WHEN AFFAN Yousuf deflected a through-ball past Pakistan goalkeeper Amjad Ali in the 23rd minute of the final of the Asian Champions Trophy in Bhopal on Sunday, he brought the legacy of Bhopal back in the country’s hockey consciousness.
The 21-year-old forward scored India’s second goal in the 3-2 win over defending champions Pakistan, helping the team reclaim the crown they last won in 2011. But for Bhopal, and the Yousuf family, the goal meant a lot more.
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The Madhya Pradesh capital has produced a steady stream of players for decades. And one family, in particular, has played a pivotal role in ensuring that. Affan is the eighth player from his family to play hockey at a national or international level.
The family’s love affair with the sport goes back to the 1970s, when his grandfather Khuda Dad enhanced Bhopal’s reputation of producing forwards with mesmerising skills. In the 1980s, the baton was passed to Khuda’s nephew, and Affan’s father, Mohammad, who played as a left-winger for India at the 1985 junior World Cup and 1986 Bangkok Asian Games.
His brother Mohammad Pervez — playing for Bengal — was the highest scorer at a national championship in Bhopal and looked set for a promising international career. Tragically, though, he lost his left arm in an accident when he was 23. Affan’s two other uncles, Samsher (BHEL) and Feroz (Indian Airlines/Air India), are among the country’s most seasoned domestic players.
However, the family’s most prominent name is Sameer Dad, Affan’s uncle. Among India’s renowned forwards, Dad represented India at the Sydney Olympics apart from several other international matches. “But my mother’s reading of the game is sharpest. Perhaps it is because of all the years of watching us play,” says Sameer. “Affan’s elder brother Imran, too, has played a bit.”
With Sameer’s exit from the international scene — he is still active on the domestic circuit — the talent pool emerging from Bhopal seemed to have dried up. Until Affan burst on the scene three years ago, emerging as one of country’s most promising strikers.
Like his father, the 21-year-old is a natural left-winger. But his goal-scoring prowess is comparable to that of Sameer. “I played football initially, but my transition to hockey seemed natural. I have bunked exams to play matches. My father and uncle keep advising me on various aspects of the game. Hopefully, I will live up to the expectations of my family, teammates and coaches,” Affan had said earlier.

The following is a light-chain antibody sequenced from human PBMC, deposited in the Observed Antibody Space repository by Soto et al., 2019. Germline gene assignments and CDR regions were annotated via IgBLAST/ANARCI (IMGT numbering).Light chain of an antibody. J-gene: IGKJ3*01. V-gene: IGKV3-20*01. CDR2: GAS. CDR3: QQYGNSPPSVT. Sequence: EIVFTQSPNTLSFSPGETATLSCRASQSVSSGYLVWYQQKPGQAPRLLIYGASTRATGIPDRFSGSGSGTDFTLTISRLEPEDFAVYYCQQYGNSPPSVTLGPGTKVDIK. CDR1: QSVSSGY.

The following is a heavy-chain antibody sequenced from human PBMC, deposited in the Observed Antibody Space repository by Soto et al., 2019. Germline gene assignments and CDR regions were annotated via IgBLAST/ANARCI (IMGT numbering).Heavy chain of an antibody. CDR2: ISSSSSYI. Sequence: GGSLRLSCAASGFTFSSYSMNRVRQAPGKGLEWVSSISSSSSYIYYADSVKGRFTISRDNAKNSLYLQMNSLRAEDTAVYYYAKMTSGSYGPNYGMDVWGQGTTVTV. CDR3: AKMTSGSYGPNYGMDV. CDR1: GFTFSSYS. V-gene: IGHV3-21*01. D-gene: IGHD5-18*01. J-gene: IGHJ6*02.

The Asian Champions Trophy was a litmus test for Affan. During his junior days, he showed an uncanny ability to pop up in gaps in the opponent’s ‘D’ and score goals with fancy stick work. His dodging skills are regarded highly by the coaches he has played under.
While that’s what set him apart in the domestic circuit, it became a pitfall every time he was considered for the national team. Gregg Clark, who coached the junior national team in 2013, was among Affan’s biggest fans. But in a team set-up, Clark had said, Affan lacked maturity.
Players from Bhopal have a typical style of play — they tend to thrive on one-on-one situations, dribbling being an integral part of their game.
But in the last two years, India started playing more of a pass-and-move game, and Affan wasn’t able to adapt to the team’s style. Soon, he had to make way for players who were more suited to the team’s style, even if they weren’t as talented as him. He was picked for the senior team just once, at the World Hockey League Final in 2014. And, although he remained a part of the national camp, there were fears his promising career would never take off.
But injuries to key players, such as S V Sunil and Manpreet Singh before the Asian Champions Trophy handed him a second chance. And this time, Affan served up a reminder of his abilities, scoring four goals in seven games.
“He played well. He has worked hard in the last two years to merit a place in the squad and has shown he can score goals when the team needs it. He can take heart from this performance,” says chief coach Roelant Oltmans.
Oltmans’s words will be reassuring for Affan, but he wouldn’t be expecting bouquets from his family upon his return.
Sameer says dinner conversations have often revolved around the mistakes made by the player, rather than just the good parts. “The most I felt pressure was when India’s matches were televised because everyone in the family would watch, and point out the smallest of mistakes rather than praise you,” says Sameer.
“I am sure Affan would be feeling the same way. But his goals have reminded people of Bhopal hockey. So I am sure they will be lenient on him.”